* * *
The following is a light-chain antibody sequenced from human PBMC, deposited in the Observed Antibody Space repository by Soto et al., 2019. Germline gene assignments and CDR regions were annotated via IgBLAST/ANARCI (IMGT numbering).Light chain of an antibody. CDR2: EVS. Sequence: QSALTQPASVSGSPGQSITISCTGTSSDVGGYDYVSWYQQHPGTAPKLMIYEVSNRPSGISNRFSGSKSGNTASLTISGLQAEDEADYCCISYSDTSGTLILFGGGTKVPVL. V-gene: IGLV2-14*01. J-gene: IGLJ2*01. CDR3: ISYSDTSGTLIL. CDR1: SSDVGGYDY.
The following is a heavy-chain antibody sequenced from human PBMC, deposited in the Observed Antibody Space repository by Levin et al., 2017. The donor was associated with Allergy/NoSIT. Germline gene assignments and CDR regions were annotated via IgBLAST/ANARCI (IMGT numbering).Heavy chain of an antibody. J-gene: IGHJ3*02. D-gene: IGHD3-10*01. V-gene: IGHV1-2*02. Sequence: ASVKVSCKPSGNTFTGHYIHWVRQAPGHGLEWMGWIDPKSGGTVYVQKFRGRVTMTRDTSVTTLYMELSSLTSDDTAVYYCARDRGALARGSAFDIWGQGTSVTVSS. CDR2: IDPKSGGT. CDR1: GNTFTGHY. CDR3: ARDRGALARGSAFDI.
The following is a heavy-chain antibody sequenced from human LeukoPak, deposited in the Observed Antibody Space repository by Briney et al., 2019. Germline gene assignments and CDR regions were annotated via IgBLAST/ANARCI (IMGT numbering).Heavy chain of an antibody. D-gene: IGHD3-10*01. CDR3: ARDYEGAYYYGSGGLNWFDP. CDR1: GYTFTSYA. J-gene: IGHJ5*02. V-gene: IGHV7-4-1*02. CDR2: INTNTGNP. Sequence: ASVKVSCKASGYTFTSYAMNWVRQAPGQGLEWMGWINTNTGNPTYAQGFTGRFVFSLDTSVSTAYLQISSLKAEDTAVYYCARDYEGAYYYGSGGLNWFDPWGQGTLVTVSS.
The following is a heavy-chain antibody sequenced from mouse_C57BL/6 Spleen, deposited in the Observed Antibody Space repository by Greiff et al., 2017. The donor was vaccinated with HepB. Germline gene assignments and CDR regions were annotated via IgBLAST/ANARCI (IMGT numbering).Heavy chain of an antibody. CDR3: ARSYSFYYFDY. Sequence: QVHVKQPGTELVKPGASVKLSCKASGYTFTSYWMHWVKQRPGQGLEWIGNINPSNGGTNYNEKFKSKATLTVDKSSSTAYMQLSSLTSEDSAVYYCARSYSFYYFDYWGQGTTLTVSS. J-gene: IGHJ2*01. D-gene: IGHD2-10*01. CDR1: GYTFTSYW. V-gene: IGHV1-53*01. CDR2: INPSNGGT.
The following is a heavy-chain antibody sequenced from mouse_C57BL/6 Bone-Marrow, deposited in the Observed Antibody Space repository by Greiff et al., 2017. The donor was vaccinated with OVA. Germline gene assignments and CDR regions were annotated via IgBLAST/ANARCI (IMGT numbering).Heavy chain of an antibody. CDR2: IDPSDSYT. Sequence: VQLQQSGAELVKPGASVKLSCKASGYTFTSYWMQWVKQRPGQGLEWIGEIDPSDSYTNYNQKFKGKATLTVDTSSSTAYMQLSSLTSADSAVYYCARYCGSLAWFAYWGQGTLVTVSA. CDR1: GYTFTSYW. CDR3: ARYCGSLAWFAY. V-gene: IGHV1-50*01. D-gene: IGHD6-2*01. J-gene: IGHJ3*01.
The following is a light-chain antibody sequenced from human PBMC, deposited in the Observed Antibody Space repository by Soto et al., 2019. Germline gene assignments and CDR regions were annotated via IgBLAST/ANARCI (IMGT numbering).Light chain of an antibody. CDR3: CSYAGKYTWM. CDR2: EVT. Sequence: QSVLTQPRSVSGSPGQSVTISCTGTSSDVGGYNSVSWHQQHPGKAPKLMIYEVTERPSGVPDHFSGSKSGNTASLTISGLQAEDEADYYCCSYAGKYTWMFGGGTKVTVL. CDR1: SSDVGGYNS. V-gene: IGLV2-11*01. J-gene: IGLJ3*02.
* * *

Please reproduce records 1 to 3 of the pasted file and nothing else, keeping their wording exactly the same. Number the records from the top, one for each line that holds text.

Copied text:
The following is a light-chain antibody sequenced from human PBMC, deposited in the Observed Antibody Space repository by Soto et al., 2019. Germline gene assignments and CDR regions were annotated via IgBLAST/ANARCI (IMGT numbering).Light chain of an antibody. CDR2: EVS. Sequence: QSALTQPASVSGSPGQSITISCTGTSSDVGGYDYVSWYQQHPGTAPKLMIYEVSNRPSGISNRFSGSKSGNTASLTISGLQAEDEADYCCISYSDTSGTLILFGGGTKVPVL. V-gene: IGLV2-14*01. J-gene: IGLJ2*01. CDR3: ISYSDTSGTLIL. CDR1: SSDVGGYDY.
The following is a heavy-chain antibody sequenced from human PBMC, deposited in the Observed Antibody Space repository by Levin et al., 2017. The donor was associated with Allergy/NoSIT. Germline gene assignments and CDR regions were annotated via IgBLAST/ANARCI (IMGT numbering).Heavy chain of an antibody. J-gene: IGHJ3*02. D-gene: IGHD3-10*01. V-gene: IGHV1-2*02. Sequence: ASVKVSCKPSGNTFTGHYIHWVRQAPGHGLEWMGWIDPKSGGTVYVQKFRGRVTMTRDTSVTTLYMELSSLTSDDTAVYYCARDRGALARGSAFDIWGQGTSVTVSS. CDR2: IDPKSGGT. CDR1: GNTFTGHY. CDR3: ARDRGALARGSAFDI.
The following is a heavy-chain antibody sequenced from human LeukoPak, deposited in the Observed Antibody Space repository by Briney et al., 2019. Germline gene assignments and CDR regions were annotated via IgBLAST/ANARCI (IMGT numbering).Heavy chain of an antibody. D-gene: IGHD3-10*01. CDR3: ARDYEGAYYYGSGGLNWFDP. CDR1: GYTFTSYA. J-gene: IGHJ5*02. V-gene: IGHV7-4-1*02. CDR2: INTNTGNP. Sequence: ASVKVSCKASGYTFTSYAMNWVRQAPGQGLEWMGWINTNTGNPTYAQGFTGRFVFSLDTSVSTAYLQISSLKAEDTAVYYCARDYEGAYYYGSGGLNWFDPWGQGTLVTVSS.